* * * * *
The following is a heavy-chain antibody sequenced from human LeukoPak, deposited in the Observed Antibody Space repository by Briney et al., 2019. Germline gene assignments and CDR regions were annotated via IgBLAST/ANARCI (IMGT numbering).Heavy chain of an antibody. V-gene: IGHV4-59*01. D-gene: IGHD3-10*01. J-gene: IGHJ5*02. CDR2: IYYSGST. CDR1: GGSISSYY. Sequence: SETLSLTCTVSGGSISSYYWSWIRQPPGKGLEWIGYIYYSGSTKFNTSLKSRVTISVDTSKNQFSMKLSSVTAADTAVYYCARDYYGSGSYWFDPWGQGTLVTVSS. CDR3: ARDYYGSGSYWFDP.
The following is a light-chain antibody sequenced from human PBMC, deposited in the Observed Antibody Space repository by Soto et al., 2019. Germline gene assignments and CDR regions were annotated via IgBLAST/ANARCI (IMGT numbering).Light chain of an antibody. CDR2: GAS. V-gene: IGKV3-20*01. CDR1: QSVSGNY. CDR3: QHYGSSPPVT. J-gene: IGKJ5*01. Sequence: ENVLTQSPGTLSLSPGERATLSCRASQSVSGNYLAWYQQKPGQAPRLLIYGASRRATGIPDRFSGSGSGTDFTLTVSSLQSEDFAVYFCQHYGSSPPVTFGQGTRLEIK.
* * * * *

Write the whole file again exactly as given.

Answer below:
The following is a heavy-chain antibody sequenced from human LeukoPak, deposited in the Observed Antibody Space repository by Briney et al., 2019. Germline gene assignments and CDR regions were annotated via IgBLAST/ANARCI (IMGT numbering).Heavy chain of an antibody. V-gene: IGHV4-59*01. D-gene: IGHD3-10*01. J-gene: IGHJ5*02. CDR2: IYYSGST. CDR1: GGSISSYY. Sequence: SETLSLTCTVSGGSISSYYWSWIRQPPGKGLEWIGYIYYSGSTKFNTSLKSRVTISVDTSKNQFSMKLSSVTAADTAVYYCARDYYGSGSYWFDPWGQGTLVTVSS. CDR3: ARDYYGSGSYWFDP.
The following is a light-chain antibody sequenced from human PBMC, deposited in the Observed Antibody Space repository by Soto et al., 2019. Germline gene assignments and CDR regions were annotated via IgBLAST/ANARCI (IMGT numbering).Light chain of an antibody. CDR2: GAS. V-gene: IGKV3-20*01. CDR1: QSVSGNY. CDR3: QHYGSSPPVT. J-gene: IGKJ5*01. Sequence: ENVLTQSPGTLSLSPGERATLSCRASQSVSGNYLAWYQQKPGQAPRLLIYGASRRATGIPDRFSGSGSGTDFTLTVSSLQSEDFAVYFCQHYGSSPPVTFGQGTRLEIK.